studies. And I would like to now summarize our findings.
    We found sufficient evidence to conclude that a causal 
relationship exists between being deployed to the Gulf War and 
post-traumatic stress disorder. This was the only outcome 
placed in this causal category.
    Also of note, sufficient evidence for an association exists 
between deployment to the Gulf War and the following health 
outcomes, other psychiatric disorders including generalized 
anxiety disorder, depression, and substance abuse, particularly 
alcohol abuse. These psychiatric outcomes can persist for at 
least 10 years post-deployment.
    Sufficient evidence for an association was also seen for 
gastrointestinal symptoms consistent with functional 
gastrointestinal disorders such as irritable bowel syndrome and 
functional dyspepsia, sufficient evidence for multi-symptom 
illness and sufficient evidence for chronic fatigue syndrome.
    There was limited evidence in support of an association for 
a number of other health outcomes including amyotrophic lateral 
sclerosis, ALS, Lou Gehrig's disease, and fibromyalgia.
    I would like to elaborate a little bit more on how we 
evaluated multi-symptom illness also referred to as Gulf War 
Illness and Gulf War syndrome. Numerous studies have documented 
that those deployed to the Gulf War have had increasing 
prevalence of a disabling complex of self-reported symptoms 
such as fatigue, musculoskeletal pain, sleep disturbances, 
cognitive dysfunction, moodiness among other symptoms.
    Our Committee accepted that multi-symptom illness was 
indeed a diagnostic entity. And we examined the literature to 
make conclusions regarding its association with deployment to 
the Gulf War.
    Some research has identified an association between multi-
symptom illness and self-reported exposures to several 
chemicals that inhibit the neurotransmitter, the chemical in 
the brain cholinesterase. This is an enzyme that is critical 
for proper functioning of the nervous system. Pyridostigmine 
bromide is an example of a cholinesterase inhibitor as are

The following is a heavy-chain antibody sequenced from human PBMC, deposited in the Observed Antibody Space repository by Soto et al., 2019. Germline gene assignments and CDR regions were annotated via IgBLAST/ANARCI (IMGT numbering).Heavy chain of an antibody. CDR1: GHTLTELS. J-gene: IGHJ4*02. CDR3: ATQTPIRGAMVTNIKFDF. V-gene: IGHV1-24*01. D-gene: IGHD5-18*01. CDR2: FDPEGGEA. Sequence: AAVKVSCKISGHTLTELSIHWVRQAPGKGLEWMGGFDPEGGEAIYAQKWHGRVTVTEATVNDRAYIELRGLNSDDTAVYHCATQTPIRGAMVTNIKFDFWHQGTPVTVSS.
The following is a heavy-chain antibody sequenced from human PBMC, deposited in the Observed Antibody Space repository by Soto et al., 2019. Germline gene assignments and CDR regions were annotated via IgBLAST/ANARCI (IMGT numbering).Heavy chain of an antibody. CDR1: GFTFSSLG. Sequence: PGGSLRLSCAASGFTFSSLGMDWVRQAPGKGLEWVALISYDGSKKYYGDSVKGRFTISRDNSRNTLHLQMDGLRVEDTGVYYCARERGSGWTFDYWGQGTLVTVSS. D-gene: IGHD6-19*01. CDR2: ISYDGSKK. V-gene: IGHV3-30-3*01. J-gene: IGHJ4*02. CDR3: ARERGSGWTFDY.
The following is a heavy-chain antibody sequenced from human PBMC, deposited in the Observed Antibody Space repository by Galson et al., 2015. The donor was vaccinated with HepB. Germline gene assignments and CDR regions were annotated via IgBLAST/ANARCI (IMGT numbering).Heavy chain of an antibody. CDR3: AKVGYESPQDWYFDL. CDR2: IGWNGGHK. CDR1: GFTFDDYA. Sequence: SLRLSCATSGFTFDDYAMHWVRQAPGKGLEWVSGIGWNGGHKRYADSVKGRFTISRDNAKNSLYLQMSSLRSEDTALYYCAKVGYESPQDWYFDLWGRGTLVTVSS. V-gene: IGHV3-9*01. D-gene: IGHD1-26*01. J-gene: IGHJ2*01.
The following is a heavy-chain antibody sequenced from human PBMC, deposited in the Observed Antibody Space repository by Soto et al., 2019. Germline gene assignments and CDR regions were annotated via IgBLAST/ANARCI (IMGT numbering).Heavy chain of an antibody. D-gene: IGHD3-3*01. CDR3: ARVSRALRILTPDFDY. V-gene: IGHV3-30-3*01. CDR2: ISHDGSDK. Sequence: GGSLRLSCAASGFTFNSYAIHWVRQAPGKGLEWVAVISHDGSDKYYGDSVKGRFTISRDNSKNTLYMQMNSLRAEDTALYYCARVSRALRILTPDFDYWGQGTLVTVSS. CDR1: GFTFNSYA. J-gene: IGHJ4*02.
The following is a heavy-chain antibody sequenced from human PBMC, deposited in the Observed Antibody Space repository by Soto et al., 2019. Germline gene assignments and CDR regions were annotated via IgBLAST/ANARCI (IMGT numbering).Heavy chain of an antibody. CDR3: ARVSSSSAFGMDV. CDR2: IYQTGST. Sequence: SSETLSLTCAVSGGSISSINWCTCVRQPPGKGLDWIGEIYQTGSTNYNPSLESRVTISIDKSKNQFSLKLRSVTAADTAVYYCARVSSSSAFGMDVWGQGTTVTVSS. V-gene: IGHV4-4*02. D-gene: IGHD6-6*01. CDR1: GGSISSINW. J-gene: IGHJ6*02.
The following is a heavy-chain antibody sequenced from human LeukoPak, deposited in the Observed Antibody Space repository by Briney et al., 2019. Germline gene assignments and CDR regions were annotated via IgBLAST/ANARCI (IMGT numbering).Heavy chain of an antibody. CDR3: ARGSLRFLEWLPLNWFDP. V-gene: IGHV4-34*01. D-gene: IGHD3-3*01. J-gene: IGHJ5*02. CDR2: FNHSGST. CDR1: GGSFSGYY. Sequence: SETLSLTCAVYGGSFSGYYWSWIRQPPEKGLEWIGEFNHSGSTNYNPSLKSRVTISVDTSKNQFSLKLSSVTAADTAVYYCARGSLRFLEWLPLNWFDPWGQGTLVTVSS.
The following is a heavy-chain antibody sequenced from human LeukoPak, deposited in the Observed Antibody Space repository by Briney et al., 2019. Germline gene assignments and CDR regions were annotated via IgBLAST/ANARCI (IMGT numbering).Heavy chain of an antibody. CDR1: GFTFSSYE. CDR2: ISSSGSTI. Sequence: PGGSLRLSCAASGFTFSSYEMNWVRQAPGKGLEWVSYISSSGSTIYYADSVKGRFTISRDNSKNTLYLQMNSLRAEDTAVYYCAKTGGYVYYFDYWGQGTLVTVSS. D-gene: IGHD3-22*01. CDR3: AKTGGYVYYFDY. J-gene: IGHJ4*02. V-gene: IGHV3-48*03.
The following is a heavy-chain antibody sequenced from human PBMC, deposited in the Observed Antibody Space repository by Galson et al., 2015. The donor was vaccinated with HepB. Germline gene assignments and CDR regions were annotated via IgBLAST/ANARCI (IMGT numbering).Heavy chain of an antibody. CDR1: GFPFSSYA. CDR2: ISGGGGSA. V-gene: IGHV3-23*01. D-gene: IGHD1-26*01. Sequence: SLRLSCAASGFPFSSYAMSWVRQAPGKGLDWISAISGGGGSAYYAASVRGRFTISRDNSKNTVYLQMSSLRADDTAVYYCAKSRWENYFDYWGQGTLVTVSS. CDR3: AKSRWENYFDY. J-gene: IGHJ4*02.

pesticides.
    In the appendix to our report, the Committee described how 
Gulf War veterans may have been exposed to cholinesterase 
inhibitors including evidence possibly linking these exposures 
to multi-symptom illness.
    After careful examination, however, of both animal studies 
and human studies, our Committee concluded that there was 
insufficient evidence to link possible exposures to 
cholinesterase inhibiting chemical agents to the multi-symptom 
illness seen in Gulf War veterans.
    The Committee believes that the path forward for Gulf War 
veterans consists of two branches, science and applied 
medicine.
    First, we call for improved studies of Gulf War veterans 
designed and conducted to more accurately characterize 
deployment and potential adverse environmental influences 
associated with deployment and to address also possible 
confounding factors of which there are many. Smoking is one.
    However, we feel that further studies based solely on self-
reports may not contribute substantially to our scientific 
knowledge at this point so far removed from that original 
conflict.
    Mr. Mitchell. Dr. Hauser, could you speed it up a little 
bit?
    Dr. Hauser. Yes, I will.
    Mr. Mitchell. Your written statement will be put into the 
record.
    Dr. Hauser. Very good. Let me just finish with a couple of 
comments.
    We need very robust cohorts to identify disorders that 
might occur many decades later, Parkinson's disease, perhaps 
ALS, perhaps some forms of cancer.
    We also believe that a major branch of inquiry needs to be 
launched at the bedside to develop better evidence-based 
therapies for people with Gulf War Illness. We were surprised 
how little evidence-based therapy exists right now that can 
help guide our clinicians at the bedside to care for these 
veterans.
    We believe that a large collaborative venture perhaps 
involving a consortium between the National Institutes of 
Health, the Department of Defense, and the Veterans 
Administration would be one way whereby we could engage the 
very best scientists and the best physicians in this area.
    So on behalf of the Committee Members, I would like to 
thank you for your trust and confidence in our ability to 
assist you with this most important task. Thank you.
    [The prepared statement of Dr. Hauser appears on p. 56.]
    Mr. Mitchell. Thank you.
    Mr. Binns.

                  STATEMENT OF JAMES H. BINNS

    Mr. Binns. Chairman Mitchell, Ranking Member Roe, Members 
of the Committee, I am honored to address you again as Chairman 
of the Research Advisory Committee on Gulf War Veterans' 
Illnesses. I thank you for holding this series of hearings.
    There has been a dramatic change in the recognition of this 
problem in the year since the last hearing and much of it can 
be attributed to your spotlighting attention on it.
    Great credit must also be given to two other people who 
will address you today as VA Chief of Staff, Mr. John Gingrich, 
has personally led a task to reexamine VA Gulf War policy from 
top to bottom, bringing to this effort the urgency and concern 
for his troops he demonstrated as a Battalion Commander during 
the war.
    Dr. Stephen Hauser has Chaired a courageous new Institute